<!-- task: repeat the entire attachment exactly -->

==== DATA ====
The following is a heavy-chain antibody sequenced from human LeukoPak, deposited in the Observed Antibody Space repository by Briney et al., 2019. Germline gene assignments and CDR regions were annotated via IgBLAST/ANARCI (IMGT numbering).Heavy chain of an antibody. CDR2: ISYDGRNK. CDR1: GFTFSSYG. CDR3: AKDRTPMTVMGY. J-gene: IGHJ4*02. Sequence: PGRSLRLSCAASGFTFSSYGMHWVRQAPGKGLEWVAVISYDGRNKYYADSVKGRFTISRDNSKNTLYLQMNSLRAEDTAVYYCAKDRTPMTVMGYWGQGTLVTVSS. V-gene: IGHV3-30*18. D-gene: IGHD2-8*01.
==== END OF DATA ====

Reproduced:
The following is a heavy-chain antibody sequenced from human LeukoPak, deposited in the Observed Antibody Space repository by Briney et al., 2019. Germline gene assignments and CDR regions were annotated via IgBLAST/ANARCI (IMGT numbering).Heavy chain of an antibody. CDR2: ISYDGRNK. CDR1: GFTFSSYG. CDR3: AKDRTPMTVMGY. J-gene: IGHJ4*02. Sequence: PGRSLRLSCAASGFTFSSYGMHWVRQAPGKGLEWVAVISYDGRNKYYADSVKGRFTISRDNSKNTLYLQMNSLRAEDTAVYYCAKDRTPMTVMGYWGQGTLVTVSS. V-gene: IGHV3-30*18. D-gene: IGHD2-8*01.